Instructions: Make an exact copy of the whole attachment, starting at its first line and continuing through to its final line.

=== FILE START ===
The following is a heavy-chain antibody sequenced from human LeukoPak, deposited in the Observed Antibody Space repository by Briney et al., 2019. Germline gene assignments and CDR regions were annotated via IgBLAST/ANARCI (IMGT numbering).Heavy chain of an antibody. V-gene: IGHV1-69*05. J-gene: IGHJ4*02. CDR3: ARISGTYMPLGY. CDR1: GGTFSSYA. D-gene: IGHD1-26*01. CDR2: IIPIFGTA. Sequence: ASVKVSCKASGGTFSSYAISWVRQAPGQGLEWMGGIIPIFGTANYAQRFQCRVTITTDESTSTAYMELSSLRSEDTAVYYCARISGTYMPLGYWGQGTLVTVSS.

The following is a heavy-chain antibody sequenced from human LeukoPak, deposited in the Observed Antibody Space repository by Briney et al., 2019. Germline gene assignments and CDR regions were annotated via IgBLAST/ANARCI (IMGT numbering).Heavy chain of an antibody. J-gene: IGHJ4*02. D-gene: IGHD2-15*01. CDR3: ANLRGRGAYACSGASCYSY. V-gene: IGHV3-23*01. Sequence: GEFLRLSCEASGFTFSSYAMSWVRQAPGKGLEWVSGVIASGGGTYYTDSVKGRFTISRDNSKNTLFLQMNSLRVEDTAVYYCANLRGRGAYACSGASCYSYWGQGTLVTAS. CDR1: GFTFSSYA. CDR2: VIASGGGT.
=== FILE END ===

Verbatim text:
The following is a heavy-chain antibody sequenced from human LeukoPak, deposited in the Observed Antibody Space repository by Briney et al., 2019. Germline gene assignments and CDR regions were annotated via IgBLAST/ANARCI (IMGT numbering).Heavy chain of an antibody. V-gene: IGHV1-69*05. J-gene: IGHJ4*02. CDR3: ARISGTYMPLGY. CDR1: GGTFSSYA. D-gene: IGHD1-26*01. CDR2: IIPIFGTA. Sequence: ASVKVSCKASGGTFSSYAISWVRQAPGQGLEWMGGIIPIFGTANYAQRFQCRVTITTDESTSTAYMELSSLRSEDTAVYYCARISGTYMPLGYWGQGTLVTVSS.

The following is a heavy-chain antibody sequenced from human LeukoPak, deposited in the Observed Antibody Space repository by Briney et al., 2019. Germline gene assignments and CDR regions were annotated via IgBLAST/ANARCI (IMGT numbering).Heavy chain of an antibody. J-gene: IGHJ4*02. D-gene: IGHD2-15*01. CDR3: ANLRGRGAYACSGASCYSY. V-gene: IGHV3-23*01. Sequence: GEFLRLSCEASGFTFSSYAMSWVRQAPGKGLEWVSGVIASGGGTYYTDSVKGRFTISRDNSKNTLFLQMNSLRVEDTAVYYCANLRGRGAYACSGASCYSYWGQGTLVTAS. CDR1: GFTFSSYA. CDR2: VIASGGGT.